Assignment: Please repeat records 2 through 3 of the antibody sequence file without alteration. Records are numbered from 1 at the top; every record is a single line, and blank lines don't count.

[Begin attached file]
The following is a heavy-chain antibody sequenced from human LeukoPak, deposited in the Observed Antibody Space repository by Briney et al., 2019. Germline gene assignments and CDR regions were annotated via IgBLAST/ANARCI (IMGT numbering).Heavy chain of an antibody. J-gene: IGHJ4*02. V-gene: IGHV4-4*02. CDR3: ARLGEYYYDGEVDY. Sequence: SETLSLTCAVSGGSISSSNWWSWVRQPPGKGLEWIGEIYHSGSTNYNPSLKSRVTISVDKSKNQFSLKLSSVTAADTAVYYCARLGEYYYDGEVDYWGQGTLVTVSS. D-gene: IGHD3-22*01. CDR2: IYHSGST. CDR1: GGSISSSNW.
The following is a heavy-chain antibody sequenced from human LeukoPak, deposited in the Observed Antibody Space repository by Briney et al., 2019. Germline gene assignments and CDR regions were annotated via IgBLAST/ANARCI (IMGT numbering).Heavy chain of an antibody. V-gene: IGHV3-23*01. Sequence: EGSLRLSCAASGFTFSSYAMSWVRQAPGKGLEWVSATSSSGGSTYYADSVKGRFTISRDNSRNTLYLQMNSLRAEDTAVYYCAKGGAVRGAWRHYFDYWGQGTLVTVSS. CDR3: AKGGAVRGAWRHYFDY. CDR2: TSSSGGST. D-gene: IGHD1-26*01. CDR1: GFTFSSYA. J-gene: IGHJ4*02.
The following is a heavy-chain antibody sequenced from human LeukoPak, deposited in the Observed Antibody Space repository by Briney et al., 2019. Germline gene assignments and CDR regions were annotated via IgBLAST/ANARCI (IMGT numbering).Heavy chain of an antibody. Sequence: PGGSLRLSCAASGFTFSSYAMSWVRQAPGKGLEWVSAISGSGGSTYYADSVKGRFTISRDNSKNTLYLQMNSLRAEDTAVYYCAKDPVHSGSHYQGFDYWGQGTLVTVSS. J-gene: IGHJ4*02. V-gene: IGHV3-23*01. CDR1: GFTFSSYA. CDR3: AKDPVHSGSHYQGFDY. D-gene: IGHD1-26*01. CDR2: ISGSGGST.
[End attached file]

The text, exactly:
The following is a heavy-chain antibody sequenced from human LeukoPak, deposited in the Observed Antibody Space repository by Briney et al., 2019. Germline gene assignments and CDR regions were annotated via IgBLAST/ANARCI (IMGT numbering).Heavy chain of an antibody. V-gene: IGHV3-23*01. Sequence: EGSLRLSCAASGFTFSSYAMSWVRQAPGKGLEWVSATSSSGGSTYYADSVKGRFTISRDNSRNTLYLQMNSLRAEDTAVYYCAKGGAVRGAWRHYFDYWGQGTLVTVSS. CDR3: AKGGAVRGAWRHYFDY. CDR2: TSSSGGST. D-gene: IGHD1-26*01. CDR1: GFTFSSYA. J-gene: IGHJ4*02.
The following is a heavy-chain antibody sequenced from human LeukoPak, deposited in the Observed Antibody Space repository by Briney et al., 2019. Germline gene assignments and CDR regions were annotated via IgBLAST/ANARCI (IMGT numbering).Heavy chain of an antibody. Sequence: PGGSLRLSCAASGFTFSSYAMSWVRQAPGKGLEWVSAISGSGGSTYYADSVKGRFTISRDNSKNTLYLQMNSLRAEDTAVYYCAKDPVHSGSHYQGFDYWGQGTLVTVSS. J-gene: IGHJ4*02. V-gene: IGHV3-23*01. CDR1: GFTFSSYA. CDR3: AKDPVHSGSHYQGFDY. D-gene: IGHD1-26*01. CDR2: ISGSGGST.